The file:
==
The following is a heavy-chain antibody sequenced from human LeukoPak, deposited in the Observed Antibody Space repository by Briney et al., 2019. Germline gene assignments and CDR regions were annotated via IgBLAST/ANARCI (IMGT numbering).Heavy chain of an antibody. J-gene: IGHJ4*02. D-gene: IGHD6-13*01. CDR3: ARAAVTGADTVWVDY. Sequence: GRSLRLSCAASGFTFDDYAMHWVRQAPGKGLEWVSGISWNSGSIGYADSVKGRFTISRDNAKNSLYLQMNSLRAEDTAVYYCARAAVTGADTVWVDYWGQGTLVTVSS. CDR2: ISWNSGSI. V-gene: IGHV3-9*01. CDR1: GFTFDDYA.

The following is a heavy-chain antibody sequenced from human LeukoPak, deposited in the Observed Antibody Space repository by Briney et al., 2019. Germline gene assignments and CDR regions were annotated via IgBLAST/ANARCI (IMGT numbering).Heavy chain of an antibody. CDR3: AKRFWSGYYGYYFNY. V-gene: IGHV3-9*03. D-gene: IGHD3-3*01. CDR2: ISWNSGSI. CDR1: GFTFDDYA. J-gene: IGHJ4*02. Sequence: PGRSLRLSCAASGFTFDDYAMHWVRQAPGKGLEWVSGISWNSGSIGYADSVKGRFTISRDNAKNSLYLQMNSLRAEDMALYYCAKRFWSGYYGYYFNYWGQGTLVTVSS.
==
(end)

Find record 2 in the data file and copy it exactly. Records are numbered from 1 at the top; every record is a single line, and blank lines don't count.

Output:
The following is a heavy-chain antibody sequenced from human LeukoPak, deposited in the Observed Antibody Space repository by Briney et al., 2019. Germline gene assignments and CDR regions were annotated via IgBLAST/ANARCI (IMGT numbering).Heavy chain of an antibody. CDR3: AKRFWSGYYGYYFNY. V-gene: IGHV3-9*03. D-gene: IGHD3-3*01. CDR2: ISWNSGSI. CDR1: GFTFDDYA. J-gene: IGHJ4*02. Sequence: PGRSLRLSCAASGFTFDDYAMHWVRQAPGKGLEWVSGISWNSGSIGYADSVKGRFTISRDNAKNSLYLQMNSLRAEDMALYYCAKRFWSGYYGYYFNYWGQGTLVTVSS.